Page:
After working for the local government for six years and hearing directly from over 12,000 El Pasoans and Juarenses about resilience and sustainability, it becomes more clear what is needed to build resilience and create a sustainable community. This session will provide a public sector and private sector view of how to drive change in a positive way. Oftentimes, very well-intentioned people with great ideas just need a little bit of direction or repackaging to move their mission forward. This session will also touch on successful local sustainability programs and the great work of the EPA's Good Neighbor Environmental Board.
Sustainable Infrastructure and Development, EcS - Kyle Ibarra and Michael Villa
Sustainability was first introduced to the City of El Paso through the implementation of four bus rapid transit system corridors throughout the city. This new transit service consists of various components that make the system rapid and efficient. These four corridors serve as the backbone for development along the five major regions of El Paso: the west-side, downtown, northeast, east-side, and lower valley. Route terminal nodes are established through the development of transfer center and transit-oriented develop, creating the sustainable goals of creating urban zones at each node that include mix-use development, mixed-housing types, and transit anchors creating the hub for the development. Performance measures for these endeavors were developed as a means of ensuring the program and developments meet established goals and ensuring their performance as sustainable development. The goals developed from these performance measures have now been expanded for sustainable energy operations sub-portfolio within the department. Sun Metro has aspirations and preparations for moving sustainability further in other areas currently not addressed.
Mobilizing Hope & Restoring Futures, SS - Andy Farias
Cactus Flower Room
Homelessness has not always been an issue that has afflicted people in the United States. Urban development has evolved over time but our approaches to housing and general welfare has lagged to the point of severe personal and societal detriment. Homeless people have become increasingly visible for a number of recent decades and its resurgence has been more noteworthy as cities struggle to balance quality of life with quality of place leaving men, women, and children vulnerable to socioeconomic variables beyond their means. Indicators have shown the problem in disrupting and ending homelessness is breaking its cyclical nature. Shelters and congregal places are not rehabilitative by design but meeting people experiencing homelessness where they are, engendering trust through generosity, developing relationship between human services nonprofits, and ultimately influencing the choice of housing are proven factors to restore people out of lived homelessness and into a growth track filled with hope.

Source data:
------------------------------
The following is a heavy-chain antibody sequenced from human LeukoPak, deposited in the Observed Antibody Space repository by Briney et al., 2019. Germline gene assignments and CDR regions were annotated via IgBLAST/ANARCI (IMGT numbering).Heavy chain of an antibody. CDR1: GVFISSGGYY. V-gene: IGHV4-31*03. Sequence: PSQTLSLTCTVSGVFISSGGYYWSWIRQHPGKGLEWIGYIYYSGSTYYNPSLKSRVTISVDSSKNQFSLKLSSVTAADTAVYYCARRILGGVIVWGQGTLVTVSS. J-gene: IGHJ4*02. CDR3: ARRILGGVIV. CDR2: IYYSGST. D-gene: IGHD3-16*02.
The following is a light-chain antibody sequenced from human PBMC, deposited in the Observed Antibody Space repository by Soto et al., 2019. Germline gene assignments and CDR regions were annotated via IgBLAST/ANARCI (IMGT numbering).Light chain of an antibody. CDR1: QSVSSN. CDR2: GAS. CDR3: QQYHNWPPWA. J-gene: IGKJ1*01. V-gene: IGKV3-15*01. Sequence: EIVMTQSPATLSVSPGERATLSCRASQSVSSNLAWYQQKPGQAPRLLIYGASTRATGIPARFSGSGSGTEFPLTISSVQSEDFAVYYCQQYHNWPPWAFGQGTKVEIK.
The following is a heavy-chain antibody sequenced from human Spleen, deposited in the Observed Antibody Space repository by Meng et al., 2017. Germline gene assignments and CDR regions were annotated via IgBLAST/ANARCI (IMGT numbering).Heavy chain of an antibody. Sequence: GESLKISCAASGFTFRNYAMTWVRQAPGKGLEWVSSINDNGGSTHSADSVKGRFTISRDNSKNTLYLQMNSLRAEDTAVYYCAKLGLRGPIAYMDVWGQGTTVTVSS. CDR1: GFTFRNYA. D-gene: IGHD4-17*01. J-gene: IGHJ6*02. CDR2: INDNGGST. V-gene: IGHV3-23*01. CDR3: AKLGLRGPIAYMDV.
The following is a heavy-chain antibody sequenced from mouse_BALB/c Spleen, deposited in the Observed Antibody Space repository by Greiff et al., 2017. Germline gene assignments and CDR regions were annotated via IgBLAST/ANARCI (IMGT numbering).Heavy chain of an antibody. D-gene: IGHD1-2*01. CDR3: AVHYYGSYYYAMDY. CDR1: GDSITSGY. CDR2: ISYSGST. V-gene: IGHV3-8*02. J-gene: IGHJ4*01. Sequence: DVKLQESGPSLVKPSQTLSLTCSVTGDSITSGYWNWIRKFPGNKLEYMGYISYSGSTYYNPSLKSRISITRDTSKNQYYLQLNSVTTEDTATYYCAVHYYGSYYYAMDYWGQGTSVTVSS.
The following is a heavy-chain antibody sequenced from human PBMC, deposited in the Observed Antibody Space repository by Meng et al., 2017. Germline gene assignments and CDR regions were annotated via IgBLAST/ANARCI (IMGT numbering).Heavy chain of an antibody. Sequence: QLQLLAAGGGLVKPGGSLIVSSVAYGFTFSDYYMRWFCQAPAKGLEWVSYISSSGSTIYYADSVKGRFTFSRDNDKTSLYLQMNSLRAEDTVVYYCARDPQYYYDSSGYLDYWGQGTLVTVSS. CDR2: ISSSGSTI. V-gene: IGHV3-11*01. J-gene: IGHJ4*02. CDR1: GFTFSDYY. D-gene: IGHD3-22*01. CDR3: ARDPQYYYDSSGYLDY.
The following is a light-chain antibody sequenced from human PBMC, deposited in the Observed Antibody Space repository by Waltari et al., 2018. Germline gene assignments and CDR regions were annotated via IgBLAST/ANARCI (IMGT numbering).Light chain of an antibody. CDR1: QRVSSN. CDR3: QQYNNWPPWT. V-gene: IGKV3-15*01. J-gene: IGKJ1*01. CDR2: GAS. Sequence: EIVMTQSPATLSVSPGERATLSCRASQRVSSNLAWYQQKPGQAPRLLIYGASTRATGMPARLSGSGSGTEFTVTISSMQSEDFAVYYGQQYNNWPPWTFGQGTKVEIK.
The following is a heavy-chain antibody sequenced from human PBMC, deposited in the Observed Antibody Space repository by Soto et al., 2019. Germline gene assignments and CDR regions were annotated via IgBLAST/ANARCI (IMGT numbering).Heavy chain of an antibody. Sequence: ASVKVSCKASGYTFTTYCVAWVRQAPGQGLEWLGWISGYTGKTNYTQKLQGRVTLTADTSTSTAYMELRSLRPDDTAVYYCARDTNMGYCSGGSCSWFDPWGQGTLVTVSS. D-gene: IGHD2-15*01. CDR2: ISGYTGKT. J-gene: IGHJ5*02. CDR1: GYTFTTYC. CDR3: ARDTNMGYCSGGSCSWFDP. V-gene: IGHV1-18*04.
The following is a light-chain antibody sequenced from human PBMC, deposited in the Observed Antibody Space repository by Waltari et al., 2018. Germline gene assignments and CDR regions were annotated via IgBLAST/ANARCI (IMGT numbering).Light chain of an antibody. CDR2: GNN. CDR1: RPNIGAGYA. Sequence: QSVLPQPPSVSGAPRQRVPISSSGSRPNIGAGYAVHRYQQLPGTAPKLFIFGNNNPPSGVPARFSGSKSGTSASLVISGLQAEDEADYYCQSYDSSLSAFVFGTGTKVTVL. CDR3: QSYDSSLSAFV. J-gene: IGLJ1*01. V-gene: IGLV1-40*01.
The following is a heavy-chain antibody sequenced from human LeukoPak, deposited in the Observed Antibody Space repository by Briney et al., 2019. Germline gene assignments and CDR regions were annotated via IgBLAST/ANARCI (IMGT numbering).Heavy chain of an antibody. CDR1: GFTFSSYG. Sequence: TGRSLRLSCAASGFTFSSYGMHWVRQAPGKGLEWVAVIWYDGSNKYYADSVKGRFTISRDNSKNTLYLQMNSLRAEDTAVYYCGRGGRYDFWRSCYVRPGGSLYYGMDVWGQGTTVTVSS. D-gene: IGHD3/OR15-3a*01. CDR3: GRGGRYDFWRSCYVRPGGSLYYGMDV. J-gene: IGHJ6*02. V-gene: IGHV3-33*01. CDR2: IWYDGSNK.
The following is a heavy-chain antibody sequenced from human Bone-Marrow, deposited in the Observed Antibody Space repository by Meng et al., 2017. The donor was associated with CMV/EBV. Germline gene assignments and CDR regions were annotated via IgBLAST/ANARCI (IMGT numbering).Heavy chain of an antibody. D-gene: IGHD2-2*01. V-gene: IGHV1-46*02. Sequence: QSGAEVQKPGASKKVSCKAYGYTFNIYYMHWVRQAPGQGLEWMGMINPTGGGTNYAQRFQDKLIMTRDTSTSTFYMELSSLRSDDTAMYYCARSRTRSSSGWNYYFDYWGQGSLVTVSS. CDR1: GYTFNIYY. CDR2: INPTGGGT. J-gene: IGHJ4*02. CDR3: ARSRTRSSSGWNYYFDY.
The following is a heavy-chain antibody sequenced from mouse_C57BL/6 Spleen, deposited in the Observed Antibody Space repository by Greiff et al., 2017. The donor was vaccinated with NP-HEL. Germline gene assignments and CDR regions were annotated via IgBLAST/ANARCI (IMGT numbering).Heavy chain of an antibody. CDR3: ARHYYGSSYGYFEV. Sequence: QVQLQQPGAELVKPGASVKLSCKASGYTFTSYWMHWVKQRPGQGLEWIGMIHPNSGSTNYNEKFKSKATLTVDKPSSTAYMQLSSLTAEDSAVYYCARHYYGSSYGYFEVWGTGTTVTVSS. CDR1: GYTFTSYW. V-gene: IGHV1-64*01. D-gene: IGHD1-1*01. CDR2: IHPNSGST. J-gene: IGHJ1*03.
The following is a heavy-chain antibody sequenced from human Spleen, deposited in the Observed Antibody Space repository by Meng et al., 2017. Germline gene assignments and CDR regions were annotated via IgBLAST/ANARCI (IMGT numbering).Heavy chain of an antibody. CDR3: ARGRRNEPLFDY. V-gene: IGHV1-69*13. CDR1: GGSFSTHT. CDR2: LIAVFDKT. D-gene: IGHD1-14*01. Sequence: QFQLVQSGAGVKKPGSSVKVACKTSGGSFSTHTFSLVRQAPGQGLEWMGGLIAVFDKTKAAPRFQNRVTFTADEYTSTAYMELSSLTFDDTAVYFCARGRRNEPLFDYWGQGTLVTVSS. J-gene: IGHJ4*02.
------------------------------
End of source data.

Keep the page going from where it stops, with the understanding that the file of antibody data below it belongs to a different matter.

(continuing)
Engineering a Circular City: El Paso, TX, EcS - Silvia Leahu-Aluas
I will lead a workshop with the objective of creating a layout for El Paso as a circular city, sustainable, self-reliant, resilient using the principles of open source of collaboration, sharing of ideas, technologies, solutions, amongst the city’s citizens and with cities around the world. We’ll answer together the following questions: 1. What is a circular city? 2. How to dream, design and manage it as an engineer? 3. How to ensure an ecological footprint within local and global resource budget? 4. How to rely only on renewable, clean, socially good resources? 5. What area will the city occupy while allowing for several “belts” around it for wilderness farming, transportation? 6. What economic activities are necessary, feasible and sustainable? 7. How does every citizen have a good and happy life, while living and working in a sustainable community? At the end of the workshop, we’ll have a map of El Paso, TX as all the workshop participants envision it.
A tale of two cities: point-of-use drinking water treatment, EvS - Dr. Shane Walker
Billions of people have access to water that lacks adequate quality for drinking. One possible solution is point-of-use (POU) water treatment devices, and this presentation contrasts technical and social considerations in two economically disadvantaged regions. Through charity-based partnerships, teams from El Paso, Texas have collaborated with community leaders in El Recreo, Ecuador (5 km east of Guayaquil). Many urban residents receive intermittent supply (several days per week) of piped water, while most of the suburban residents rely on truck-hauled water stored in used 200 L drums. Sawyer PointOne filters were provided house-by-house to hundreds of residents in both the urban and suburban areas, and the residents have responded very positively to the taste of the filtered water and are agreeable to the responsibility of regularly backwashing the filter. Based on work in El Recreo, research was performed to help residents of colonias in the region of El Paso, Texas. Focus group discussions revealed that most of the participating colonia residents who live west of El Paso rely on private wells, while most who live east of El Paso rely on hauled water. Water samples were collected from residences in colonias across the El Paso region, and analyses revealed that most samples (from both wells and hauled water) had total dissolved solids (TDS) concentrations greater than 500 mg/L, the EPA secondary limit for drinking water. POU RO systems have been installed in colonias in the El Paso region. Comparison of post-surveys to pre-surveys reveals that colonia residents approve of the POU RO systems and have decreased their bottled water purchases.